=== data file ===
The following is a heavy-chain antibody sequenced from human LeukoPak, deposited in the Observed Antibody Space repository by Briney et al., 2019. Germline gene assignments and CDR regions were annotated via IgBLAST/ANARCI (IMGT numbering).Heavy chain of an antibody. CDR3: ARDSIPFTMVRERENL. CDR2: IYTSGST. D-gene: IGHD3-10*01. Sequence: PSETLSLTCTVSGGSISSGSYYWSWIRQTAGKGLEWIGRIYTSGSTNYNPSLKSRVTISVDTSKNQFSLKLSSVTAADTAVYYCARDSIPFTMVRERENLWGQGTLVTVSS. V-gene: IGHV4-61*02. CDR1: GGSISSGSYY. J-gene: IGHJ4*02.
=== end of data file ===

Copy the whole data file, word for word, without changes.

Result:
The following is a heavy-chain antibody sequenced from human LeukoPak, deposited in the Observed Antibody Space repository by Briney et al., 2019. Germline gene assignments and CDR regions were annotated via IgBLAST/ANARCI (IMGT numbering).Heavy chain of an antibody. CDR3: ARDSIPFTMVRERENL. CDR2: IYTSGST. D-gene: IGHD3-10*01. Sequence: PSETLSLTCTVSGGSISSGSYYWSWIRQTAGKGLEWIGRIYTSGSTNYNPSLKSRVTISVDTSKNQFSLKLSSVTAADTAVYYCARDSIPFTMVRERENLWGQGTLVTVSS. V-gene: IGHV4-61*02. CDR1: GGSISSGSYY. J-gene: IGHJ4*02.